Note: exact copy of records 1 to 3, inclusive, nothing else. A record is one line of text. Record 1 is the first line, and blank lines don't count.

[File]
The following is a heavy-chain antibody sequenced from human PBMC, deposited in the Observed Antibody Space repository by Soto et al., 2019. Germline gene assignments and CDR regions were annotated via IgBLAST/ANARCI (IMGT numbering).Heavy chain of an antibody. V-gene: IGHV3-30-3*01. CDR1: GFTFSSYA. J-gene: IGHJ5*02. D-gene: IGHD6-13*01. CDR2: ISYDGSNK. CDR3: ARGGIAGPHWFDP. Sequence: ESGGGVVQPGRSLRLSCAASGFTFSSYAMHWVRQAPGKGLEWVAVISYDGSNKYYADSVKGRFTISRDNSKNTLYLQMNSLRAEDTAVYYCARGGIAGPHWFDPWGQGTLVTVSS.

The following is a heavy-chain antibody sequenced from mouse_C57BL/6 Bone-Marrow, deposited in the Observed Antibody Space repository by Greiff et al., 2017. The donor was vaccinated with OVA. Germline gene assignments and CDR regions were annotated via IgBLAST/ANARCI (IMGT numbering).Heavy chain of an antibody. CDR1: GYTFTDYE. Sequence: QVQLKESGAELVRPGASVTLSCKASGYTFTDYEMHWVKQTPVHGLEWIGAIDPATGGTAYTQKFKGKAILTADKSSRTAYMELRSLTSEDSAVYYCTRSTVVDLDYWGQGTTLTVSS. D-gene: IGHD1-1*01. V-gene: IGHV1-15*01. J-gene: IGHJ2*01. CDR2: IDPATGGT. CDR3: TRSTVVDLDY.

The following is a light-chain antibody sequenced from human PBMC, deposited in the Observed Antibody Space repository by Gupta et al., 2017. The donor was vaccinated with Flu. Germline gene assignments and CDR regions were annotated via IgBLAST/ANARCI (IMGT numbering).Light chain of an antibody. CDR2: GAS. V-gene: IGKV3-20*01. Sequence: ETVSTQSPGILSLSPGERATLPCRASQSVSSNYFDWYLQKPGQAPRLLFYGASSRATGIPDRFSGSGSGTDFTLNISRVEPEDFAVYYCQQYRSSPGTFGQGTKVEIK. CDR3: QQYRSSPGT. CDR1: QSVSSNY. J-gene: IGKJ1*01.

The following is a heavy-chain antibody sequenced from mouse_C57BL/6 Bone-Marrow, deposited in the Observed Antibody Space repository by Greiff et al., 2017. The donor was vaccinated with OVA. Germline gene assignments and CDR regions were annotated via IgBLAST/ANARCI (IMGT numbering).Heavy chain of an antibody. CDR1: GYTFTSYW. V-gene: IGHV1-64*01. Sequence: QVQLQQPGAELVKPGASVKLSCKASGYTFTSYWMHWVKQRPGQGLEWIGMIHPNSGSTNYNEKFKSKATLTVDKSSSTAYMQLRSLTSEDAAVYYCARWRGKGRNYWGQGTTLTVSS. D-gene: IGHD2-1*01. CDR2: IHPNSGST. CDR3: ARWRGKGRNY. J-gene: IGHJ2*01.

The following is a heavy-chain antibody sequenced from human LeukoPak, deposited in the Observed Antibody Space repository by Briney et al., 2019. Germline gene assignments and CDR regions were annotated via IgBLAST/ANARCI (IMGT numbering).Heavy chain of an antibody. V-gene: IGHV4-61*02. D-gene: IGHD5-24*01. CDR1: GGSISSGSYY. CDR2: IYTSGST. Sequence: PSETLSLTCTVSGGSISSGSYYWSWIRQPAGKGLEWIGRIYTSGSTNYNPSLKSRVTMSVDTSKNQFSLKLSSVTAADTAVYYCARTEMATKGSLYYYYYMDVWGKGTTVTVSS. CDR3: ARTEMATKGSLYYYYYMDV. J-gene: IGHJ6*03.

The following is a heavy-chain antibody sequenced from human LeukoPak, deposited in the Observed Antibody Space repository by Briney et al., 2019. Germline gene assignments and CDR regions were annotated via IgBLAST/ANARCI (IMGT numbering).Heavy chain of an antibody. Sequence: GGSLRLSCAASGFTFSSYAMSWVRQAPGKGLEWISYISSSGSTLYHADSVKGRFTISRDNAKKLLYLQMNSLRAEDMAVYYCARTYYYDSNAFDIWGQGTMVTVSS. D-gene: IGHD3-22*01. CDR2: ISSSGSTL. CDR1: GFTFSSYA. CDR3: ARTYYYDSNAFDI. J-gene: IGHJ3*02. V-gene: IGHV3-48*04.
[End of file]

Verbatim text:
The following is a heavy-chain antibody sequenced from human PBMC, deposited in the Observed Antibody Space repository by Soto et al., 2019. Germline gene assignments and CDR regions were annotated via IgBLAST/ANARCI (IMGT numbering).Heavy chain of an antibody. V-gene: IGHV3-30-3*01. CDR1: GFTFSSYA. J-gene: IGHJ5*02. D-gene: IGHD6-13*01. CDR2: ISYDGSNK. CDR3: ARGGIAGPHWFDP. Sequence: ESGGGVVQPGRSLRLSCAASGFTFSSYAMHWVRQAPGKGLEWVAVISYDGSNKYYADSVKGRFTISRDNSKNTLYLQMNSLRAEDTAVYYCARGGIAGPHWFDPWGQGTLVTVSS.

The following is a heavy-chain antibody sequenced from mouse_C57BL/6 Bone-Marrow, deposited in the Observed Antibody Space repository by Greiff et al., 2017. The donor was vaccinated with OVA. Germline gene assignments and CDR regions were annotated via IgBLAST/ANARCI (IMGT numbering).Heavy chain of an antibody. CDR1: GYTFTDYE. Sequence: QVQLKESGAELVRPGASVTLSCKASGYTFTDYEMHWVKQTPVHGLEWIGAIDPATGGTAYTQKFKGKAILTADKSSRTAYMELRSLTSEDSAVYYCTRSTVVDLDYWGQGTTLTVSS. D-gene: IGHD1-1*01. V-gene: IGHV1-15*01. J-gene: IGHJ2*01. CDR2: IDPATGGT. CDR3: TRSTVVDLDY.

The following is a light-chain antibody sequenced from human PBMC, deposited in the Observed Antibody Space repository by Gupta et al., 2017. The donor was vaccinated with Flu. Germline gene assignments and CDR regions were annotated via IgBLAST/ANARCI (IMGT numbering).Light chain of an antibody. CDR2: GAS. V-gene: IGKV3-20*01. Sequence: ETVSTQSPGILSLSPGERATLPCRASQSVSSNYFDWYLQKPGQAPRLLFYGASSRATGIPDRFSGSGSGTDFTLNISRVEPEDFAVYYCQQYRSSPGTFGQGTKVEIK. CDR3: QQYRSSPGT. CDR1: QSVSSNY. J-gene: IGKJ1*01.